Resource for labor statistics, programs and services, and laws and regulations.
Chemical Safety and Hazard Investigation Board
An excellent website with info on chemical safety plus government investigations of major chemical and process-safety related accidents.
Code of Federal Regulations (CFR) Full Text
 
Consumer Product Safety Commission
 
Construction Regulations
OSHA 29 CFR 1926. Linked table of contents and search engine for these regulations.
Download a copy of the OSHA Respiratory Protection Program standard published January 8, 1998
The new standard is a major rewrite of not only 29 CFR 1910.134, but includes significant changes to other standards that reference the respirator standard.
Environmental Protection Agency (EPA)
 
Federal Register Annual Indexes 1994-present
This source gives a breakdown by year of items published in the Federal Register by each Federal Agency. It is compiled by the National Archives. However, the listings are not hyperlinked.
Federal Register Browse back issues of Table of Contents 1998-present (only)
Maintained by National Archives
Federal Register online search 1994-present
Note that this compilation is maintained by the National Archives and Records Administration.
Material Safety Data Sheets (MSDS):
The MSDS is a summary of the important health, safety, and toxicological information on the chemical or the mixture ingredients. The MSDS must be supplied by the chemical manufacturer or importer to the purchaser for all hazardous materials under the Hazard Communication Standard. Other stipulations of the Standard require that all containers of hazardous substances in the workplace be labeled with appropriate warning and identification labels. For further information and requirements concerning MSDS and the Hazard Communication Standard, please see 29 CFR 1910.1200 or click OSHA Regulations (Standards - 29 CFR)
National Interagency Fire Center
The National Interagency Fire Center (NIFC) in Boise, Idaho is the nation’s support center for wildland firefighting. Seven federal agencies call NIFC home and work together to coordinate and support wildland fire and disaster operations. These agencies include the Bureau of Indian Affairs, Bureau of Land Management, Forest Service, Fish and Wildlife Service, National Park Service, National Weather Service, and Office of Aircraft Services.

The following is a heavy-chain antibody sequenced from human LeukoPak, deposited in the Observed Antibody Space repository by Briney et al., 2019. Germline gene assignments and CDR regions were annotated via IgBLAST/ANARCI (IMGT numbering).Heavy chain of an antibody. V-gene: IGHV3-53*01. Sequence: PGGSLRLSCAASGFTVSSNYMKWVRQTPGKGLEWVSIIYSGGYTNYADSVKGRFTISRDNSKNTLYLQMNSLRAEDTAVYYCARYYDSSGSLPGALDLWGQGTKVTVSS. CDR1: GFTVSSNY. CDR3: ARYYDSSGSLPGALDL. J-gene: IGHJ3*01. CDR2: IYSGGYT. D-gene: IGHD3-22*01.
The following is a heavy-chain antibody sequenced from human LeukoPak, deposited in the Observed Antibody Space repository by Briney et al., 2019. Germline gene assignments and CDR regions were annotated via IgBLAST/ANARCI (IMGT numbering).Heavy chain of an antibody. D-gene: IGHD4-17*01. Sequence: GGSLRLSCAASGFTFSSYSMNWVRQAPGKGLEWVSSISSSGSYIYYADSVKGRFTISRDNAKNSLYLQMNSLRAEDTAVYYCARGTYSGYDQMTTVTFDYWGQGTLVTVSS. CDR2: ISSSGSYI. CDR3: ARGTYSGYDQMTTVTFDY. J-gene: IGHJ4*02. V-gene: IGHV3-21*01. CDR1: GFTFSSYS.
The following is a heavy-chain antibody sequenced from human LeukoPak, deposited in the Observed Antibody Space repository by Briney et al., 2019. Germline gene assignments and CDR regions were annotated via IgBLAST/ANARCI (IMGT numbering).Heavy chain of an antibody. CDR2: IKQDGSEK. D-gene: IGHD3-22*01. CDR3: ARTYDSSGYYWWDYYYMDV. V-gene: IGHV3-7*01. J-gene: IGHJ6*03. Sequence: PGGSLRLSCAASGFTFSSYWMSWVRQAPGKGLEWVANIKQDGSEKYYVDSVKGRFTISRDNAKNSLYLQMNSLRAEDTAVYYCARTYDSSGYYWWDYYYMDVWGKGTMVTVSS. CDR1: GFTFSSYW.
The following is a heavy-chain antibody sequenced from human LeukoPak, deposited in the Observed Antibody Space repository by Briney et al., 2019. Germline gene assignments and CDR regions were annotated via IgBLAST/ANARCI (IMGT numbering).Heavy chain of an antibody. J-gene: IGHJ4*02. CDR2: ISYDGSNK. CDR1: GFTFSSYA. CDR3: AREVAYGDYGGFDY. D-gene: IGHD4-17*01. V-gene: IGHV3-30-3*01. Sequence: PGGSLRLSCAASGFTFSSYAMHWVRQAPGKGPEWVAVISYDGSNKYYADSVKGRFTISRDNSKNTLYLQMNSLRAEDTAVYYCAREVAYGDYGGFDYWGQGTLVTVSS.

NIOSH. Mining Health and Safety Research
 
Occupational Safety and Health Act of 1970 (Amended 1990)
(at OSHA's website)
Occupational Safety and Health Act, 29 USC, Chapter 15, Sections 651-678 (from Cornell Law School)
 
OSHA Alphabetic Site Index
A good linked index to the whole content of the OSHA websites.
OSHA Federal Register
Table of contents of notices, rules, proposed rules, etc. by year (1971 to current year). Note that this compilation is maintained by OSHA.
OSHA Federal Register Table of Contents Search
Note that this compilation is maintained by OSHA
OSHA's Mission
Over 100 Million Workers Count On OSHA. The mission of the Occupational Safety and Health Administration (OSHA) is to save lives, prevent injuries and protect the health of America's workers. To accomplish this, federal and state governments must work in partnership with the more than 100 million working men and women and their six and a half million employers who are covered by the Occupational Safety and Health Act of 1970.
OSHA Regulations (Preambles to Final Rules)
 
OSHA REGULATIONS (STANDARDS - 29 CFR)
Contains a Table of Contents and key word search feature for all OSHA regulations. Check this link first. Most of the regulations will be under 1910 (General Industry) or 1926 (Construction).
OSHA Regulations, Proposed
Draft Proposed Safety and Health Program Rule, 29 CFR 1900.1. This rule would require employers to establish a workplace safety and health program to ensure compliance with OSHA standards and the General Duty Clause. More info (11-23-98).
OSHA Poster available for download
(OSHA) Publications and Fact Sheets
29 CFR 1910 Interpretations
Gives Table of Contents by specific OSHA Standards.
OSHA Standard 1910.119
Process Safety Management of Highly Hazardous Chemicals
OSHA's 29 CFR 1926
Construction Safety Standards.
OSHA 1910 Subpart S
Electrical Safety Requirements
OSHA Standard 1910.103
Hydrogen
OSHA Standard 1910.104
Oxygen
OSHA Standard 1910.106
Flammable and Combustible Liquids
OSHA Standard 1910.109
Explosives and Blasting Agents
OSHA Standard 1910.110
Storage and Handling of Liquefied Petroleum Gases
OSHA Standard 1910.111
Storage and Handling of Anhydrous Ammonia
OSHA Standard 1910.119 App A
List of Highly Hazardous Chemicals, Toxics and Reactives
OSHA Standard 1910.120
Hazardous Waste Operations and Emergency Response
OSHA Standard 1910.1200
Hazard Communication, Toxic and Hazardous Substances
OSHA Bloodborne Pathogen Standard 29 CFR 1910.1030